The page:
Expressivism, Inferentialism, and Saving the Debate

Abstract
Theoretical reasoning aims to expand our knowledge of how the world is. Practical reasoning aims to expand our knowledge of how to behave in the world as we know it to be. Although this distinction between theoretical and practical reasoning is notoriously central to normative ethical theorizing, its significance has, I think, been underappreciated and misconstrued in the metaethical debate about realism. I suspect that this is the result of two aspects of that debate: (a) the realism debate has been pursued (mostly) by investigating the appropriate semantic account of ethical statements, (b) all of the prominent semantic accounts on offer, both realist and irrealist, take representation rather than inference as their master concept, which leaves the distinction between ways of reasoning as explanatorily posterior to the distinction between representational and nonrepresentational items. Aspect (a) is not obviously beyond reproach—perhaps the reality of moral properties should be investigated by strictly metaphysical rather than semantic methods. However, for the purposes of this paper, I shall not reproach the methodological mindset that semanticizes the realism debate in metaethics. This is because it is by working within this mindset that I think we have best hope of correcting the mistake I see embodied in aspect (b) and gaining a fuller appreciation of the significance of the distinction between theoretical and practical reasoning to the realism debate. Thus, my overarching aim in this paper is to begin to explore what happens to that debate when we take inference rather than representation as our master concept in philosophical semantics. More specifically, I want to consider the fortunes of the most prominent form of irrealism—expressivism—and urge that a new form of this position, which takes the distinction between theoretical and practical reasoning (rather than the distinction between representational and nonrepresentational mental states) as basic, has the resources to address one of the main objections threatening contemporary versions of the view.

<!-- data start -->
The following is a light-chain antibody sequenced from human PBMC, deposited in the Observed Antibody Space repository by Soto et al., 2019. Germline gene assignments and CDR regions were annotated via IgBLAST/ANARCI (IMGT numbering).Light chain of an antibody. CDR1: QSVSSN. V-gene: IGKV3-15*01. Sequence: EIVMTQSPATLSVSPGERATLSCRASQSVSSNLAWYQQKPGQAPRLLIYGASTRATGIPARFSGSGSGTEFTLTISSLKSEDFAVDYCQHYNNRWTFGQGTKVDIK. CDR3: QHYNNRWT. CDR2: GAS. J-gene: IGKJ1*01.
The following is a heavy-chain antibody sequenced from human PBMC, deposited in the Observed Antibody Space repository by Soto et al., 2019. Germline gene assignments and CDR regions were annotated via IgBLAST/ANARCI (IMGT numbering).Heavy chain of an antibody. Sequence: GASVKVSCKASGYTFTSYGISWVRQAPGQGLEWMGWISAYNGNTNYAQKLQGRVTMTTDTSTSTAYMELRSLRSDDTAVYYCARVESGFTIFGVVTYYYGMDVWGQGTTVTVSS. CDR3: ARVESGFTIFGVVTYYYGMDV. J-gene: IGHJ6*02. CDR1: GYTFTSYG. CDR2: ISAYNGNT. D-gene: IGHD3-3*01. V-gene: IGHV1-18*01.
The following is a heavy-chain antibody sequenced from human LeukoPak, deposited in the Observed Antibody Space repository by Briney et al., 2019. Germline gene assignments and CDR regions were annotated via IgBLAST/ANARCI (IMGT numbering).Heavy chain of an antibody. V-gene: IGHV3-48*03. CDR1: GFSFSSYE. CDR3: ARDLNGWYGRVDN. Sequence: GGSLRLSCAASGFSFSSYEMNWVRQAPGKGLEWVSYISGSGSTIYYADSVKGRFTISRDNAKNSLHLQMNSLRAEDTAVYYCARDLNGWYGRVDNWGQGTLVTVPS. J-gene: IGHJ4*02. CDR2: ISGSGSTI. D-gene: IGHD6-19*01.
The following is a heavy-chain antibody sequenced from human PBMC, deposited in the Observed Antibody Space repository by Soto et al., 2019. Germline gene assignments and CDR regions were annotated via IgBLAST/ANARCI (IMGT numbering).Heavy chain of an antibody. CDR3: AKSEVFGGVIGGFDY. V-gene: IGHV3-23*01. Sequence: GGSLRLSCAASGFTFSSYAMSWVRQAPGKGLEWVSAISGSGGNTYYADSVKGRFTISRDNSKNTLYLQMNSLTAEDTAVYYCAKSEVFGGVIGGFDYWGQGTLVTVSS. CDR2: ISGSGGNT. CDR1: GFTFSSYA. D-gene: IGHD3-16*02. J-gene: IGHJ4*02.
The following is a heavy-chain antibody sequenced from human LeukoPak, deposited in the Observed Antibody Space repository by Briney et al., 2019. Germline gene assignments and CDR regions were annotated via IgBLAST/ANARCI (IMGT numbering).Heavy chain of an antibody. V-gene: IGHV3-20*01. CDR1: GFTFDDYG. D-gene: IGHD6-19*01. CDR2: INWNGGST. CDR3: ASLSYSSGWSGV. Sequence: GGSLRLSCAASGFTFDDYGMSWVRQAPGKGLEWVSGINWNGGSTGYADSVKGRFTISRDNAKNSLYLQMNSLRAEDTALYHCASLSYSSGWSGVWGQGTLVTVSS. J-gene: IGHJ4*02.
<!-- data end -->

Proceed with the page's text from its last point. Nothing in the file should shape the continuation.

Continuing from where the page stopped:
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Michael P. Lynch (2013). Expressivism and Plural Truth. Philosophical Studies 163 (2):385-401.
Michael Blome-Tillmann (2009). Non-Cognitivism and the Grammar of Morality. Proceedings of the Aristotelian Society 109 (1pt3):279-309.

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